168 hours (A Critical Guide) Thursday Strange Pursuit

A terrific New York trio, Strange Pursuit features homeboy sax man and Artist's Quarter favorite Bruce Huron, in his first TC appearance since splitting for New York. Huron's been woodshedding, that's for sure. The originals on Strange Pursuits new CD, The Zone, are bristling aiid stellar-a fine combination of force and finesse. Without a piano player, these bold guys tackle and nail works by Thelonious Monk, Jimmy Rowles and Keith Jarrett. And without lyrics, their take on Tom Waits' "Good Olc World" still picks a Boho-on-a-bender wallop. The Zone is a wonderful CD, full of fiery distorted guitar zind driving drums, played by Bruce Saunders and Eric Halvorson, respectively.




The Zone, Red Hook

Trinkle, Tinkle / I've Never Been in Love Before /The Peacocks/ Good Old World /The Windup /The Zone / Never Better

Visits from Monk, Jimmy Rowles, Frank Loesser, Keith Jarrett, and Tom Waits situate this trio interestingly. I guess it's comparable to the way a similarly constructed trio like BABKAS (11/93, p.92) situates themselves amidst Balkan music, free bop, post punk energy. Because Bruce Saunders' guitar is crunchy and distortion-laden on "Trinkle, Tinkle," and then drips strums and clean notes like Jim Hall on "I've Never Been In Love Before." Likewise, Bruce Huron blasts out in the Monk number with overblown energy and then dips into the lover's bag for the Loesser number. They continue this multifacetedness on Jimmy Rowles' impressionistic "The Peacocks" and on Waits'"Good Old World."

This disk spins on an axis that shifts from player to player. Rhythm roles are distributed and shared; solo spots take shape according to the changing rhythmic accompaniment, The postpunk excess in tone works nicely juxtaposed to the polish of the ballads. Keith Jarrett's "The Windup" appears here wound up tightly only to be spiralled before the trio close out with three of their own contributions, all stunning in a traditionally rooted but energetically routed tour de musique that exudes intensity. In a word freebop, at a height comparable to most bassless freebop available.

Andy Bartlett


This CD is what jazz fans would call a "smoker" - a dynamic, driving, exciting, modern and often intense session. Even the romantic ballads are full of sustained tension and drama. Strange Pursuit is a New York-based trio featuring exMinnesotan Bruce Huron on white hot saxophones, aggressive electric guitarist Bruce Saunders and the punchy drumming of Eric Halvorson. "The Zone features a steamrolling version of Theloniobs Monk's "Trinkle, Tinkle," Jimmy Rowles'lovely ballad, "The Peacocks" and a Keith Jarrett piece that comes off sounding more like Ornette Coleman. Toss in a Skid Row gutbucket blues by Tom Waits and some excellent originals , and "The Zone" is one of the year's best jazz discs. Strange Pursuit will perform Thursday at the Dakota Bar and Grill in St. Paul.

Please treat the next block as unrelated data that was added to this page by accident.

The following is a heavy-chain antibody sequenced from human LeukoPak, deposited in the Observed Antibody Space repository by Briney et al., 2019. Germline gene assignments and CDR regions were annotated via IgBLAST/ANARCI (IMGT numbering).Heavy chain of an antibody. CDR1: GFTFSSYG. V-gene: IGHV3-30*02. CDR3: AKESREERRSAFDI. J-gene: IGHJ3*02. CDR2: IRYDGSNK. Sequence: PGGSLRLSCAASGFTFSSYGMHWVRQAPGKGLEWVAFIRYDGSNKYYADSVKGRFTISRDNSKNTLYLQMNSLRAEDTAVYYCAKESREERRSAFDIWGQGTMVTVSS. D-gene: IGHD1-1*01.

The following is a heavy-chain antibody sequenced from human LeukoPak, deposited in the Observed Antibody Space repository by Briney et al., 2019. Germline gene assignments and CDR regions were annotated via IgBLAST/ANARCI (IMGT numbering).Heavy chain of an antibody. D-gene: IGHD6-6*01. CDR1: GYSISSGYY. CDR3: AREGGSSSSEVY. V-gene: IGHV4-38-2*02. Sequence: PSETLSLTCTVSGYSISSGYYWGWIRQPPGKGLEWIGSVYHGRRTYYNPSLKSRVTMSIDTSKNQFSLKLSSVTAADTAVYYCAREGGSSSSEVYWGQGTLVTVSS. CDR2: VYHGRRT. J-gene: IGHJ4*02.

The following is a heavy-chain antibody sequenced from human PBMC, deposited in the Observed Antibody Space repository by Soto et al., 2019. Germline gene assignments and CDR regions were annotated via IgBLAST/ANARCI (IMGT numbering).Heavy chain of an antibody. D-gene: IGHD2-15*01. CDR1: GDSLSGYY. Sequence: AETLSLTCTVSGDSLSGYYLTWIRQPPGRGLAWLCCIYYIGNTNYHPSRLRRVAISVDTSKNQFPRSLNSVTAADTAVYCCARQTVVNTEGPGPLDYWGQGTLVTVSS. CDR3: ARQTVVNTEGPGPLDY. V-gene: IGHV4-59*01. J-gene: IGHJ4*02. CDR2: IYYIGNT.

This young trio of sax, guitar and drums has chosen an appropriate name for its endeavor: performing a repertoire of classic and original jazz tunes with this rather unorthodox instrumentation is a Strange pursuit indeed. But on their recent debut The Zone (Red Hook) they prove their obvious musicianship and an even more obvious commitment to this rarefied sound of theirs. Think of the band as a chamber-music trio for the postmodern set. As it turns out you'll hear plenty more of the same instrumentation this summer courtesy of another band-the Charlie Hunter Trio-who have just released a hot new album of their own. But Hunters trio begs the issue: the leader plays both boss lines and solos-simultaneously and quite astounding on his eight-string guitar and the band has a conventional anchoring bottom to its sound. In Strange Pursuit you'll find neither a bassist nor bass lines which accounts for the wide open and even rootless cast of its sonic profile. When guitarist Bruce Saunders solos against Eric Halvorsons drums it seems like a prelude to the next event; and even though both musicians emphasize the lower timbres of their instruments when saxophonist Bruce Huron enters the picture they still sound more like a duo with a hitchhiker rather than a fully integrated trio. You keep waiting for the rest of the band to kick in and its that anticipation that keeps listeners so determinedly (and) deliciously off balance. By thwarting expectations with this seemingly incomplete lineup Strange Pursuit get to start from scratch allowing them to redefine the musical menu quite literally from top to bottom.